The Mallard, or Wild duck (Anas platyrhynchos), probably the best-known and most recognizable of all ducks, is a dabbling duck which breeds throughout the temperate and sub-tropical America, Europe, Asia, New Zealand (where it is currently the most common duck species), and Australia. The male birds have a bright green head, while the female’s is light brown. The mallard lives in wetlands, eats water […] read more
The male birds have a bright green head, while the female’s is light brown. The mallard lives in wetlands, eats water plants, and is gregarious. It is also migratory. The mallard is the ancestor of all domestic ducks, and can interbreed with other species of genus Anas.This interbreeding is causing rarer species of ducks to become genetically diluted.
The mallard is 56–65 cm long, has a wingspan of 81–98 cm, and weighs 0.9–1.2 kg. The breeding male is unmistakable, with a bright green head, black rear end and a yellowish orange (can also contain some red) bill tipped with black (as opposed to the dark brown bill in females). The female mallard is light brown, like most female dabbling ducks. However, both the female and male mallards have distinct purple speculum edged with white, prominent in flight or at rest (though temporarily shedded during the annual summer moult). In non-breeding (eclipse) plumage the drake becomes drab, looking more like the female, but still distinguishable by its yellow bill and reddish breast.
In captivity, domestic ducks come in wild-type plumages, white, and other colours. Most of these colour variants are also known in domestic mallards not bred as livestock, but kept as pets,aviary birds, etc., where they are rare but increasing in availability.
A noisy species, the male has a nasal call, the female has a “quack” stereotypically associated with ducks.
The mallard inhabits most wetlands, including parks, small ponds and rivers, and usually feeds by dabbling for plant food or grazing; there are reports of it eating frogs. It usually nests on a river bank, but not always near water. It is highly gregarious outside of the breeding season and will form large flocks, which are known as a sord.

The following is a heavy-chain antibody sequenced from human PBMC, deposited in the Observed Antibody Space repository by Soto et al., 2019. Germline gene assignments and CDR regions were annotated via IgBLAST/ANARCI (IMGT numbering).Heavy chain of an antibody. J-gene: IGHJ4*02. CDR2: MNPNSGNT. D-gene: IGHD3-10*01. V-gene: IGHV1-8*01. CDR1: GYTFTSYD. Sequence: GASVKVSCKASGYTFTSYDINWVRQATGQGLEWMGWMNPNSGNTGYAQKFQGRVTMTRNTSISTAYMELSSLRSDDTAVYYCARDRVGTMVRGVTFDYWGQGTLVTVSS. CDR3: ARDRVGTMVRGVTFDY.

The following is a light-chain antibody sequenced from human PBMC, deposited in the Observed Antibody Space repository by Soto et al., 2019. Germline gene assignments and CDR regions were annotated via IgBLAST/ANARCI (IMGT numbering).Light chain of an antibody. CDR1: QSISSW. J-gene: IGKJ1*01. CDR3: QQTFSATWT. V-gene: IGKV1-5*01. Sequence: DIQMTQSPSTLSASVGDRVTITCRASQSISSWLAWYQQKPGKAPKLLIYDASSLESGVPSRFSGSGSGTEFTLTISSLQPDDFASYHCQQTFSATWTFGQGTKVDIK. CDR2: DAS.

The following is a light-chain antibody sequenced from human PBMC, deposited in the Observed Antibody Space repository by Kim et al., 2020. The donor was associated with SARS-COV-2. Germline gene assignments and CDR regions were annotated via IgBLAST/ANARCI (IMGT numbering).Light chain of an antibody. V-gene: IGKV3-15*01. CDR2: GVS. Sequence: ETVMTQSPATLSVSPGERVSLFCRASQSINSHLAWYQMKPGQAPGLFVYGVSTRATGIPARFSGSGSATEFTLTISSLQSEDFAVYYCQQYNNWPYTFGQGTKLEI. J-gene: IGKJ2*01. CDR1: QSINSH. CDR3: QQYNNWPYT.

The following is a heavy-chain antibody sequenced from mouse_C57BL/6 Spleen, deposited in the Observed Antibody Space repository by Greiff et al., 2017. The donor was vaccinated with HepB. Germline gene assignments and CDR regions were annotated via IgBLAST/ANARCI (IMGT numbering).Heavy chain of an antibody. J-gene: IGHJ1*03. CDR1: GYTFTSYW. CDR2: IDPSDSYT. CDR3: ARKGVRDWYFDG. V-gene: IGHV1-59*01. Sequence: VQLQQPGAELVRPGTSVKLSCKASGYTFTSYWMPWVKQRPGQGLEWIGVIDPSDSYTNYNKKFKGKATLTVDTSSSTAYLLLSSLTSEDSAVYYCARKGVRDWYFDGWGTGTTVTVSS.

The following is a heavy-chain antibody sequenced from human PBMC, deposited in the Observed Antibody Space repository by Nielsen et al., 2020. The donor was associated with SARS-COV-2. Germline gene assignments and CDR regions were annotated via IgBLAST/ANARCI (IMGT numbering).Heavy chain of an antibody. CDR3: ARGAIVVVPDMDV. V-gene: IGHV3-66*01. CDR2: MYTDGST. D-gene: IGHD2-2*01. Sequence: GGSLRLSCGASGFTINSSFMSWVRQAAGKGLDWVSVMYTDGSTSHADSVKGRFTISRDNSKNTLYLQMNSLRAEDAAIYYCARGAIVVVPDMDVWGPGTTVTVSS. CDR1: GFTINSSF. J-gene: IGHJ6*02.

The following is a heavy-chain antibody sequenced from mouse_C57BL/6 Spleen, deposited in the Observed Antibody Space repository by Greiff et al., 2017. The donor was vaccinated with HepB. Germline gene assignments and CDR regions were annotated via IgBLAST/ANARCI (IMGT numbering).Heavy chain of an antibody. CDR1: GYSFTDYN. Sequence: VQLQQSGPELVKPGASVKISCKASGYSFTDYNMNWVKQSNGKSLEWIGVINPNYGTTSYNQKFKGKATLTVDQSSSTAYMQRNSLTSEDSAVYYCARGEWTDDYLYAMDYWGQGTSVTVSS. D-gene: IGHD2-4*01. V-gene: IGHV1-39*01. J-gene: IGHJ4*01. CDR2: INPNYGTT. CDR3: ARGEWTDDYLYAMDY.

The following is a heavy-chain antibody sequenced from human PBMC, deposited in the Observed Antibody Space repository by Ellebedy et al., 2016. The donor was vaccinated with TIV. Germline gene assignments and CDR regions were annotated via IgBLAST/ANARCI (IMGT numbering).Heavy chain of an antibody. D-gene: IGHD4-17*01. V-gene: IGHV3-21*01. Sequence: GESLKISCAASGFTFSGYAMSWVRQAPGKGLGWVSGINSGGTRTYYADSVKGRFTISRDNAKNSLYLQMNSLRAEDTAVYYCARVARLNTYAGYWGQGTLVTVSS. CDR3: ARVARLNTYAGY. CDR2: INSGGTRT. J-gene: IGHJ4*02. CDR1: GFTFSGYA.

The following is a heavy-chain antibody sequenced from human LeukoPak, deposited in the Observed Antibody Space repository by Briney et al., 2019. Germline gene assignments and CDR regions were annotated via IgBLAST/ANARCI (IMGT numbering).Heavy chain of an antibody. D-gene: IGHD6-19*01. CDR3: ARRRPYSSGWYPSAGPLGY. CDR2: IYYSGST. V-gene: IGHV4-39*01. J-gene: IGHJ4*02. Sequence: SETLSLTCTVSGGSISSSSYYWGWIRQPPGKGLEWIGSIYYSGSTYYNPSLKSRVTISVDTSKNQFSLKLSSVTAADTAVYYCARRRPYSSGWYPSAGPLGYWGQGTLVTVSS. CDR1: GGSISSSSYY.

It is strongly migratory in the northern parts of its breeding range, and winters farther south. For example, in North America it winters south to Mexico, but also regularly strays into Central America and the Caribbean between September and May.
(From Wikipedia, September 13th, 2010)
The mallard is undoubtably the most recognized waterfowl in the world. The familiar duck morphology is complemented with a iridesent blue speculum on the wings in both sexes. On the male, the notable characteristics are the green iridesent plumage on the head and neck, and curled black feathers on the tail. The female’s plumage is drab brown.
Mallards consume a wide variety of foods, including vegetation, insects, worms, gastropods and arthropods, although they are not restricted to these. They also take advantage of human food sources, such as gleaning grain from crops.
Most mallard hens breed as yearlings, but they may not have much success; studies show that older hens have much lower duckling mortality than yearlings. Pair bonding starts as early as October and continues through March. Mallard males leave the hen soon after mating occurs. The hen usually lays 9 -13 eggs in a nest on the ground near a body of water. When the ducklings hatch after 26-28 days, the hen leads them to water and does not return to the nest.